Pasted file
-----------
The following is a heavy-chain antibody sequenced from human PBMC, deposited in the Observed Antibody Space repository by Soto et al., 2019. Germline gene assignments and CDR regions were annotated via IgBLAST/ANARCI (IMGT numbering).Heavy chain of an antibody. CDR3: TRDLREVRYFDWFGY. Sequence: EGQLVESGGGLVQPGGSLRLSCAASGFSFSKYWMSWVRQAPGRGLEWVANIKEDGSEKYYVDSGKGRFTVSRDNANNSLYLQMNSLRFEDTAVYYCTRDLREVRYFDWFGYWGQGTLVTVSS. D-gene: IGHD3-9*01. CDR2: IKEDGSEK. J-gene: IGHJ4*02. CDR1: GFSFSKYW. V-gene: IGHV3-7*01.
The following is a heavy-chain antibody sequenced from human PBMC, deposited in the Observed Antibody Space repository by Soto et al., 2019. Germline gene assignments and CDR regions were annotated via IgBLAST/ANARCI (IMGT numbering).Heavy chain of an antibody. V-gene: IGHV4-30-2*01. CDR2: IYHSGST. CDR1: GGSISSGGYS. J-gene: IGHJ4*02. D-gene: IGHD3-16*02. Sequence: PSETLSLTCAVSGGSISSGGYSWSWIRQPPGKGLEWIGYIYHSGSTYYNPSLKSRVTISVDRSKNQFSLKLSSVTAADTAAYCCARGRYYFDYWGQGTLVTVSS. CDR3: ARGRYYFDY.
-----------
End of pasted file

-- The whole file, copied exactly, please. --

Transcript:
The following is a heavy-chain antibody sequenced from human PBMC, deposited in the Observed Antibody Space repository by Soto et al., 2019. Germline gene assignments and CDR regions were annotated via IgBLAST/ANARCI (IMGT numbering).Heavy chain of an antibody. CDR3: TRDLREVRYFDWFGY. Sequence: EGQLVESGGGLVQPGGSLRLSCAASGFSFSKYWMSWVRQAPGRGLEWVANIKEDGSEKYYVDSGKGRFTVSRDNANNSLYLQMNSLRFEDTAVYYCTRDLREVRYFDWFGYWGQGTLVTVSS. D-gene: IGHD3-9*01. CDR2: IKEDGSEK. J-gene: IGHJ4*02. CDR1: GFSFSKYW. V-gene: IGHV3-7*01.
The following is a heavy-chain antibody sequenced from human PBMC, deposited in the Observed Antibody Space repository by Soto et al., 2019. Germline gene assignments and CDR regions were annotated via IgBLAST/ANARCI (IMGT numbering).Heavy chain of an antibody. V-gene: IGHV4-30-2*01. CDR2: IYHSGST. CDR1: GGSISSGGYS. J-gene: IGHJ4*02. D-gene: IGHD3-16*02. Sequence: PSETLSLTCAVSGGSISSGGYSWSWIRQPPGKGLEWIGYIYHSGSTYYNPSLKSRVTISVDRSKNQFSLKLSSVTAADTAAYCCARGRYYFDYWGQGTLVTVSS. CDR3: ARGRYYFDY.